The unsung hero of the crisis was the fact that we responded very quickly in terms of liquidity to the banking systems, which helped the Israeli banking system avoid problems. It kept functioning.

The fact that a year before that we joined the CLS [international clearing system], so foreign exchange transactions were able to continue with high level of certainty.

Quantitative expansion, which was not called that at the time, initiated in February 2009, also boosted the economy. And of course, all along, similar steps, strong steps in banking supervision were very important. And the monetary policy response of lowering interest rates at a timely, sometimes dramatic fashion.

What is your greatest regret?


I would’ve wanted to have more of an impact in terms of promoting long-term reforms in the Israeli economy, which working on the financial side I really didn’t. I would have personally been gratified to play a role in long-term structural reforms, which is needed in education, health care, infrastructure.

There’s a lot of work that still needs to be done in infrastructure – transport, telecommunications, ports.

These are all in the news all the time.

In terms of education, if you look at long-term health, it’s based on quality of the education system, and a lot has to be done there. I think the health-care system, while good, faces major challenges.

Fischer won accolades for his performance as governor. You were his adviser. What made him exceptional?


He brought a standing and self confidence and gravitas that allowed him to take dramatic decisions in a timely fashion, such as the intervention in the foreign-exchange markets and reducing interest rates. He really saw the big picture and was willing to be flexible, and in a certain way even unconventional, and respond to the needs of the moment.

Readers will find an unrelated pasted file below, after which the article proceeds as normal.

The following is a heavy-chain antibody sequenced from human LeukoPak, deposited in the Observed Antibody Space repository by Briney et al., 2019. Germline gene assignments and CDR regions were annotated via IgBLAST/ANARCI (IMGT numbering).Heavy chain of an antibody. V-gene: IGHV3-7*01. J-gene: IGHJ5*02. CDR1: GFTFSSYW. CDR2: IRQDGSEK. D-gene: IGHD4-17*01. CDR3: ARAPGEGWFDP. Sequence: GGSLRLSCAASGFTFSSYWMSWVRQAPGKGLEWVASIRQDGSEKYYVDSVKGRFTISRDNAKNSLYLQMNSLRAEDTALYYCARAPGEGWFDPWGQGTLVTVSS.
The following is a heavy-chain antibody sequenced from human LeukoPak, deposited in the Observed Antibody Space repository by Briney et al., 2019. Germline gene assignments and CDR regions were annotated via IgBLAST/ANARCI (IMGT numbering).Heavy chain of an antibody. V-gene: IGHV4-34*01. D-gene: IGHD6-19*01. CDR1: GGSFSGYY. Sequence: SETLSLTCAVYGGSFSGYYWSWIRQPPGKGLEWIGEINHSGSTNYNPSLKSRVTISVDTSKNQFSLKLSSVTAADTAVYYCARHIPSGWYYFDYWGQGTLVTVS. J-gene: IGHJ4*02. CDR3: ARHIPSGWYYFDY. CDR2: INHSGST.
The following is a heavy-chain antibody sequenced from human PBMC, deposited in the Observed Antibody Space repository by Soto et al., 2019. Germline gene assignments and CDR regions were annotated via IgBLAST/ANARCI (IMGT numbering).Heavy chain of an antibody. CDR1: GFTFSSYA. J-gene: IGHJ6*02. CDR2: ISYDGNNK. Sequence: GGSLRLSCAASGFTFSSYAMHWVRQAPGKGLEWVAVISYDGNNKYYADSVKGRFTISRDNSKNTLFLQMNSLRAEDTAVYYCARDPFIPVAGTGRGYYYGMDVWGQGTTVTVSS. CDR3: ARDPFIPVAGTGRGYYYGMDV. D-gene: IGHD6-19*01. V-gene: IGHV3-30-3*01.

Any stories that stick out?


There’s the classic story of him serially pulling me off planes at various points in the crisis. He delayed an El Al plane on the way to New York – that was two or three days after Lehman Brothers – on the way to the IMF meetings, and he decided that we both have to stay because of the crisis. I was already on the plane and it was about to pull away, and I get this phone call. And they don’t let you off the plane for security reasons, so I stand up and everybody jumps, and the security officer asks to speak on the phone, and he gets on and says, “Shalom zeh Stanley Fischer,” so they let me off.

With Fischer gone, and you and Flug leaving, there will be an obvious hole in the Monetary Committee.

Will markets worry about that?


The markets can be like a Polish mother: They worry about everything, but that doesn’t mean it makes anything better. I rely on the people who make those decisions to appoint capable and able people to fill all those rolls, so there will be continuity. I think it’s a mistake to ascribe too much importance to personalities.

On the one hand, the quality of the work always comes down to the people, the human element, especially in the area we work in. On the other hand, there’s a reality: There are talents and capabilities that are not spread equally amongst everyone, but they are certainly adequate at the top levels of the bank and the economic field in Israel.